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US appeals court says people convicted of nonviolent offenses shouldn’t face lifetime gun ban

The 3rd U.S. Circuit Court of Appeals is restoring the gun rights of a man who had pleaded guilty to fraudulently receiving about $2,500 in food stamps in 1995

Thomas Hardiman
Judge Thomas Hardiman pauses during a meeting with The Associated Press, March 8, 2017, in Philadelphia.Matt Slocum (AP)

A U.S. appeals court ruled Tuesday that nonviolent offenders should not be subject to lifetime gun bans, the latest fallout from a recent Supreme Court decision that instructs judges to look to history and tradition to weigh the constitutionality of gun control laws.

In an 11-4 vote, the 3rd U.S. Circuit Court of Appeals sided with a man who had pleaded guilty to misstating his income to receive about $2,500 in food stamps for his family in 1995.

While the case involved a misdemeanor, and Bryan Range received only probation, he faced up to five years in prison. That potential penalty triggered a Pennsylvania ban on gun possession for people facing at least a year in prison.

The 11-4 majority — reversing a lower court decision in the wake of the Supreme Court’s Bruen decision — looked to gun laws dating to the 18th century for guidance and found none that contemplated lifetime weapons bans for nonviolent criminals.

Even rebels who took part in the 1787 tax uprising in Massachusetts known as Shays’ Rebellion could generally get their weapons back after three years, Circuit Judge Thomas Hardiman noted in a footnote to his majority opinion, which called the ruling a narrow one.

“Range remains one of ‘the people’ protected by the Second Amendment, and his eligibility to lawfully purchase a rifle and a shotgun is protected by his right to keep and bear arms,” wrote Hardiman, who was on the short list for a Supreme Court nomination in 2017, when President Trump instead selected Justice Neil Gorsuch.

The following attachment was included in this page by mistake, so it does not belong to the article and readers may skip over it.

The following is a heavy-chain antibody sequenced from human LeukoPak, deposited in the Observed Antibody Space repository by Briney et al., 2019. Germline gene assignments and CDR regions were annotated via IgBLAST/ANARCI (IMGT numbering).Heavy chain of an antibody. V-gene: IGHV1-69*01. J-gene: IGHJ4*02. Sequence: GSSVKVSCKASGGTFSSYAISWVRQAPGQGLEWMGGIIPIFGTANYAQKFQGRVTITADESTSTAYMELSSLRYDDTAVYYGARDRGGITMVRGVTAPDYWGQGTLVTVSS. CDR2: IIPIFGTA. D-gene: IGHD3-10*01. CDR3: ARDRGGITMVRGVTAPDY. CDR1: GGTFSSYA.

In the Bruen decision last year, the Supreme Court tossed aside the balancing test that lower courts had long used to decide gun control cases. Judges should no longer consider whether the law serves public interests like promoting public safety, but must instead find the ban consistent with the country’s “historical tradition of firearm regulation.” The ruling has led courts to overturn gun bans designed to keep weapons away from domestic abusers, felony defendants and marijuana users.

Legal experts say the confusion and conflicting opinions that have ensued may lead the high court to revisit the issue.

In a dissent Tuesday, Judge Cheryl Ann Krause, an appointee of President Obama, said that history and tradition may be apt if the weapons bans involved “muskets and flintlock pistols.”

Instead, she said, our divided nation is awash in assault rifles, high-capacity magazines and semi-automatic handguns, while mass shootings are “a daily occurrence.” She argued that lawmakers, as elected representatives, “bear the heavy responsibility of enacting legislation that preserves the right to armed self-defense while ensuring public safety.”

“Although they face evolving challenges in pursuing those twin aims, striking that delicate balance has long been a core function of the legislature in our system of separated powers,” Krause said, “and legislatures’ authority to disarm those who cannot be trusted to follow the laws has long been crucial to that endeavor.”

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